All Aboard Harvest | Laura Haffner – High Plains Harvesting
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Laura Haffner – High Plains Harvesting

Laura Haffner - High Plains Harvesting

Laura Haffner always loved agriculture and rural living, but never dreamed she would be living out that passion through traveling the backroads of the the Great Plains with a harvest crew.  But, here she is!


She and her husband, Ryan, own and operate High Plains Harvesting based in Park, Kansas. The couple, along with their children and team, travel from Texas to the Canadian border to harvest wheat, canola and other small grains. They return to Kansas at the end of summer to harvest corn, soybeans, grain sorghum and the occasional sunflower and pinto beans.


Ryan’s harvesting experience started as a young child with his family. He was hooked and continued harvesting summers throughout his teens and early twenties with a local crew. He later took over a business, which has become High Plains Harvesting. This season will mark their eleventh as owners.


This is Laura’s eighth year writing for All Aboard Wheat Harvest.


“Harvesting is a good but challenging way of life,” Laura said.  “It has afforded me the opportunity to meet some amazing people and visit incredible places. The tough times have grown my faith in ways I never thought possible.  With the current drought, it looks like the latter will once again be put to the test.”


The Haffner’s children have an expanded worldview as the result of their travels and meeting people from all over the US and the world.  Their children, who affectionately go by Little Man and Lady A in the blog, are ready to hit the road for another season.  Lady A says she likes, “driving the equipment and helping in the kitchen.”  Little Man is excited to “see new places and do new things!”  In the children’s eyes, harvest is a grand adventure and the Haffners work hard to take advantage of many lessons that are available along the trail to help teach their children about life.

Ryan and Laura appreciate the chance to share their journey with you and Laura looks forward to interacting with the readership throughout the season.

The wheat isn’t quite ready for us in northern Texas, so I’ll take a moment to catch you up on what has transpired since I said goodbye from Montana last summer.  

Upon returning to Kansas, we jumped into fall harvest.

Montana—On Sunday, Aug. 14, I was typing the beginning of this article from the back of the pickup on the way to the field, on what should be our final hours in southern Montana. Yesterday, half of the machines in Montana made the pilgrimage to our final stop of the season northwest of Great Falls. The remaining team members will join them tomorrow, God willing.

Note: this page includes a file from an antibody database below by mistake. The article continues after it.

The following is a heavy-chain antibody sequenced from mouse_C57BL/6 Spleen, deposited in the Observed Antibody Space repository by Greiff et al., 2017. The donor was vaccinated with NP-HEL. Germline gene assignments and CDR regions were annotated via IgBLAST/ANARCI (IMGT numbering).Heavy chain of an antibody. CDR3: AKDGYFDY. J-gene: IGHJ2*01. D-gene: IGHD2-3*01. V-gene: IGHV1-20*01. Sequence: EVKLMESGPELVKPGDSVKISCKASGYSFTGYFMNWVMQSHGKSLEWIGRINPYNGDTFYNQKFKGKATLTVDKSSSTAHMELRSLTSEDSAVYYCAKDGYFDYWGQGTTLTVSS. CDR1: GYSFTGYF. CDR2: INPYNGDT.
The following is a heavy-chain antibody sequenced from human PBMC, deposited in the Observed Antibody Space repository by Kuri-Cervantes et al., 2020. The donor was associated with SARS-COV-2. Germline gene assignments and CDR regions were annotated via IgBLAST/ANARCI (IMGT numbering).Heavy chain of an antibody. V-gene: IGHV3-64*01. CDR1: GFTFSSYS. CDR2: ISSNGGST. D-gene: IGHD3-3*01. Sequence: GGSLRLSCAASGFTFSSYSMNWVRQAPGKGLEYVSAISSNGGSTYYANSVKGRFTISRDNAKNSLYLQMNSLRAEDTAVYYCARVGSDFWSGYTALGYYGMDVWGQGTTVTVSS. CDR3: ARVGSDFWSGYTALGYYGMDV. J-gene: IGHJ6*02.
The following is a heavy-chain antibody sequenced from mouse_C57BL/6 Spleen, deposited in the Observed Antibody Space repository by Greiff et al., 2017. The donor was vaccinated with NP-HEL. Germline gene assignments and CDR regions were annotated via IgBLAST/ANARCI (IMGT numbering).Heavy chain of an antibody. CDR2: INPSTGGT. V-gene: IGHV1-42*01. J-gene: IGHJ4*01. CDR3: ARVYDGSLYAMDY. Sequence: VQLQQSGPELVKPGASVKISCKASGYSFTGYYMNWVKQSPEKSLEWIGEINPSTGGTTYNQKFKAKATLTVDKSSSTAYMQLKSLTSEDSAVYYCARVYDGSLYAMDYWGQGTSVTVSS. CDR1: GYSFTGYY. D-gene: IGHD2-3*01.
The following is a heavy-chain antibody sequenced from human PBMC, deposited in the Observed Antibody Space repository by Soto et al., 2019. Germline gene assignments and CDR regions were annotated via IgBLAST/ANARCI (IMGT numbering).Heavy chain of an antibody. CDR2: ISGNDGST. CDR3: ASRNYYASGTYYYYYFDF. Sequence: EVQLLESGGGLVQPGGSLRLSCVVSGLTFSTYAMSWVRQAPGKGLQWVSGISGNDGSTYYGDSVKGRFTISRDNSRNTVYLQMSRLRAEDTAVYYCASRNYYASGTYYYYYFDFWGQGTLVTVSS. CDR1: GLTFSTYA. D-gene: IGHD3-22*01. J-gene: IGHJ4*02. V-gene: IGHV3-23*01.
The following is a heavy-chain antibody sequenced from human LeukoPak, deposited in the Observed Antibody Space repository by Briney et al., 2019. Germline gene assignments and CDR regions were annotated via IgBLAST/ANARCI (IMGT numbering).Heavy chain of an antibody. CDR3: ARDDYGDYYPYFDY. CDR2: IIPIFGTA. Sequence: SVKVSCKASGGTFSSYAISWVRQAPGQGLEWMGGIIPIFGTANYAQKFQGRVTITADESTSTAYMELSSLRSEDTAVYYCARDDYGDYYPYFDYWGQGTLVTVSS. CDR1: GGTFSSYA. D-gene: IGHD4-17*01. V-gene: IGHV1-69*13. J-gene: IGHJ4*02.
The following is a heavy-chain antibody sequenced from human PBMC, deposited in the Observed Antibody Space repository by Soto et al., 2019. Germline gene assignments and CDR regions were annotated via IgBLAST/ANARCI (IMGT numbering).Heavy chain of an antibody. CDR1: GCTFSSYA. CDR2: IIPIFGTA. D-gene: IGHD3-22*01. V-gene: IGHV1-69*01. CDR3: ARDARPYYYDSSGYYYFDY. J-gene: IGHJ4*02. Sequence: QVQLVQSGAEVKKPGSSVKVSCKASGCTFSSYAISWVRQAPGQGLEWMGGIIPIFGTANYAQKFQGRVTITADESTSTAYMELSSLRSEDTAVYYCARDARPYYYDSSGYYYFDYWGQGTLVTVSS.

Hard to get tired of this backdrop.

The crew has spent nearly three and a half weeks harvesting a variety of crops east of Billings. The finals days were spent in canola and chickpeas, two crops whose

Southern Montana—After the hailstorm debacle listed in the previous post, the weather turned off very hot and dry here east of Billings. With temperatures in the upper 90s and 100s, the crew was able to cut for nearly 10 solid days, and take care of most assigned wheat acres, before the next system moved through.

With good yields up north, it has taken all hands on deck to tackle this job. We even had a former teammate take vacation from his own operation to come help for a few days. It is always good to see former crew members, but even

Montana: I am so incredibly thankful that High Plains Journal has afforded me this platform to share High Plains Harvesting's version of the story of harvest. Showing the world agriculture through words, photographs and videos is one my of absolute favorite things. However, you and I know that there are so many other people too that have, are, or will make amazing contributions to this important industry.

There are so many amazing individuals and teams, at all levels and positions within the the harvest industry. In the past, I have shared some stories about other crews or harvest support professionals in

Montana—As the kids have grown, Ryan and I are continually trying to achieve a work-life balance for them and that looks different each season. There are so many amazing lessons to be learned on the road, but there are also valuable experiences to be had at home too. The challenge with parenting is that you never know if you're doing it right or not, but we, like so many of you reading this, are just trying to do the best we can for them.
We're fortunate that centrally located Kansas is our home base. This enables us a little bit of